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Securing a Texas Reverse Mortgage

The Texas reverse mortgage loan option provides retirees, seniors, and the elderly in Texas with secure, reliable income during the best years of their lives.  Anyone over the age of 62 who owns a home with equity can qualify for this mortgage.  No credit scoring or income eligibility is required, and you don’t have to pay this loan back.  The money is sourced directly from your own home equity, allowing you to remain financially independent for the rest of your life.

What is a reverse mortgage?

With reverse mortgages in Texas, your lender purchases ownership of your home equity from you.  You keep your home and your lender pays you cash for the equity.  All that you are giving up is the investment aspect of your home, which is less important for seniors and retirees than spendable income.

How can reverse mortgage funds be used?

You can spend the money you receive as payment for your equity on anything you need.  You can buy a new car with it, take a vacation, set it aside for medical costs, or simply pay for daily living expenses during retirement.

What types of reverse mortgages exist?

Reverse mortgages have three forms:

  • Goverment-insured: FHA HECM (Home Equity Conversion Mortgage).
  • Single-purpose: backed by nonprofits or state or local government agencies. 
  • Proprietary: backed by private entities.

The most common source is the FHA HECM reverse mortgage, which is insured by the Department of Housing and Urban Development (HUD). This article will focus on HECM reverse mortgages.

Who can get a reverse mortgage?

Homeowners aged 62 and older who own their home outright and have most of their mortgage paid off. If the current mortgage is not paid off, the initial reverse funds or some combination with out-of-pocket cash must be used to deplete the remaining balance. Credit score is not a qualifying factor. 

What costs are associated with a reverse mortgage?

There are several costs associated with securing an HECM reverse mortgage in Texas, including but not limited to:

  • Upfront fees: include the lender's fees, and can be paid from the reverse mortgage funds. This means, however, that the money taken cannot be borrowed back. So a $200,000 reverse mortgage with $16,000 in fees paid via the reverse mortgage funds will leave the homeowner with $184,000.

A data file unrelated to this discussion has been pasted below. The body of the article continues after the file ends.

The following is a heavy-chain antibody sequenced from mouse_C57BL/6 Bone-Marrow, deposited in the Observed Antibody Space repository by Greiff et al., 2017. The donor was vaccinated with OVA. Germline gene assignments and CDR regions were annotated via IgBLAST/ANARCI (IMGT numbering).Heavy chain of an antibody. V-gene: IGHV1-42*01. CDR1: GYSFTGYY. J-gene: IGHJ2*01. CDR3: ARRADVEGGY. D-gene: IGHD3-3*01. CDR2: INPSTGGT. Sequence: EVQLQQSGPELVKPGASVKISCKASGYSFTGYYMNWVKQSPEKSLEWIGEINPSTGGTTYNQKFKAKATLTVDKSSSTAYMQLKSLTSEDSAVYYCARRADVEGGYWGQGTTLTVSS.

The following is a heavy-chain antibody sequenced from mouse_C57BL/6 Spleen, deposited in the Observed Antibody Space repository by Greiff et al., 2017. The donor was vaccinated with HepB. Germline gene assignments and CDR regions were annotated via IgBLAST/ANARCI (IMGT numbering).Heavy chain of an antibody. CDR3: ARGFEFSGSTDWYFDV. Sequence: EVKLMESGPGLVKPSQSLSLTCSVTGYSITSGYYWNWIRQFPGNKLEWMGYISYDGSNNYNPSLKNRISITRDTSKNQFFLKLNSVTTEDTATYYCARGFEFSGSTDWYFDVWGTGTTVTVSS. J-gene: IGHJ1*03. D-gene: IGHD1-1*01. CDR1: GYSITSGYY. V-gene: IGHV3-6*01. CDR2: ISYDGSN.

• Closing fees: include all the same fees required of a traditional mortgage closing. 
  • Reverse mortgage counseling fees: HUD mandates all reverse mortgage homeowners attend reverse mortgage counseling. Fees are in the $100 range but can be waived for lower income seniors. 
  • Mortgage insurance: an upfront mortgage insurance premium (MIP) must be paid for reverse mortgage borrowers. It can be as low as 0.5% and as high as 2.5% of the appraised home value, unless the home is over $625,500, in which case the upfront mortgage insurance is calculated by the lender. 

How will I receive my funds, and for how long?

You can arrange to receive the money from your lender in any of the following ways.

  • As a lump sum at the start of the loan.  This sum will equal the full equity amount minus loan origination expenses.
  • In monthly payments until the full amount of equity is depleted.  These monthly payments will last longer if you have more equity.
  • As a credit line that you can access at any time.  You don’t have to pay this credit back.

You can combine any of these options to create a new, unique payout program.  The choice is up to you.

During and after a reverse mortgage, your lender owns the equity of your home but not the home itself.  Many seniors are skeptical of reverse mortgages because they’re concerned that taking out reverse mortgages will place their homes at risk.  This is not the case.  Your lender does not gain any ownership rights to your home in a reverse mortgage.

Does the equity need to be repaid?

You can continue living in your home until the day you pass away or move out, and you aren’t even required to pay back anything to your lender.  When you pass away, your heirs will receive ownership of the home and the reverse mortgage loan amount will become due.  Most of the time, your heir will sell the home to pay back the loan.  If the home value has decreased and the sale amount is not sufficient to cover the loan amount, don’t worry.  Lenders can collect only as much as the home sells for.  The rest of the debt must be written off.  This is a federal reverse mortgage regulation.

Texas Reverse Mortgage Lenders

Texas is one of the top three reverse mortgage states in the nation.  Many lenders in the state are eager and willing to provide reverse mortgages, but these loans, as with all others, come at a price.  You’ll have to pay origination fees and closing costs, and these fees can add up swiftly when your equity is at stake.

Do some research.  Find the lender who charges the lowest fees and offers the lowest mortgage rates.  Contact at least four or five lenders in your part of the state and ask them for quotes on the prices they charge.  This is the best way to get an idea of what costs are associated with reverse mortgages in your area.

To learn more about the costs and steps involved in applying for one of these loans, read our reverse mortgage checklist and following the outline provided there.

Texas Senior Resources

Texas's Department of Aging and Disability Services (DADS) has a number of resources available to help seniors living at home preserve their independence. Programs include help for the ill or disabled. To find a center near you, consult the DADS website

Local Cities

user suit Lenders in: Texas.

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